On Tuesday night the Sharks wrap up a four-game road swing that ranks amongst San Jose's toughest of the season. With two points to show for the first three games and another tough opponent in Chicago coming up next, it's understandable to feel less than spectacular of team teal right now.
Let me offer some optimism. For starters, let's look at what's happened the past few games. First, San Jose went toe-to-toe with what is (in my opinion) a superior Anaheim team. Sure they didn't get the victory, but the Sharks outshot the Ducks and were better in the ole Fenwick department (score adjusted, of course). Yeah, that's a moral victory in terms of the result, but it bodes well going forward since San Jose is almost certain to face Anaheim in the first round of the playoffs.
So that's game one: what about game two? Yeah, that win over the Blues. St. Louis isn't quite at the level of the Sharks in terms of possession, but the Blues are absolutely a playoff team and San Jose played very well. Not only did the Sharks outshoot the Blues, they just looked better throughout most of the game. San Jose is unlikely to face the Blues before the conference finals, but...still, that's a good sign.
And then there's Saturday night's ass-handing at the hands of the Predators. Couple of things: firstly, the Predators are the second best team in the NHL in terms of Even Strength, Score-Adjusted Fenwick-For Percentage, and secondly, San Jose outplayed the Predators in terms of possession all game long. Martin Jones laying an egg is the primary reason for Saturday's loss — and while, yes, he'll be in net in nearly every single postseason game the Sharks play in, there's reason to be optimistic about the way San Jose played.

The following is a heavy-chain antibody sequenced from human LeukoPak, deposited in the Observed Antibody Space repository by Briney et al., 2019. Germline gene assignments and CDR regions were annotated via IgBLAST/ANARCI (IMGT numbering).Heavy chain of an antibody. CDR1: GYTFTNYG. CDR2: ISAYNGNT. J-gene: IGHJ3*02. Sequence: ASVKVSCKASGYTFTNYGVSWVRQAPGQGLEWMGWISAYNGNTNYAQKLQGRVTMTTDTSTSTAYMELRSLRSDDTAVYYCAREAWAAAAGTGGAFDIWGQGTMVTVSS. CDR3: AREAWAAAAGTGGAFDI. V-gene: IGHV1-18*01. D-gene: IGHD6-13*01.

That brings Tuesday night's game against Chicago, another upper-half possession team. While not as good as St. Louis in this category, the Blackhawks have gotten elite goaltending from Corey Crawford, something I didn't expect to type this season. Or any season. Regardless, San Jose faces another tough, but beatable, team on the road on Tuesday night. Even if the Sharks come up short against Chicago, San Jose has played well during an extraordinarily tough road trip. You can talk about fight and willpower all you want, but I feel the numbers paint a flattering picture of the Sharks.
Helping matters is that things get (mostly) easier from here. Over the remainder of the season, the average even-strength, score-adjusted FF% of San Jose's opponents is a measly 49.26. For the sake of comparison, the Sharks sit at 52.6. Remove Chicago and it's down to 49.19. There's no guarantee of good results against weak teams like Calgary and Vancouver, but the Sharks truly control their own destiny through the rest of the season — and I feel okay about that.
Just don't ask me what I think of the team come the postseason. It's not so pretty.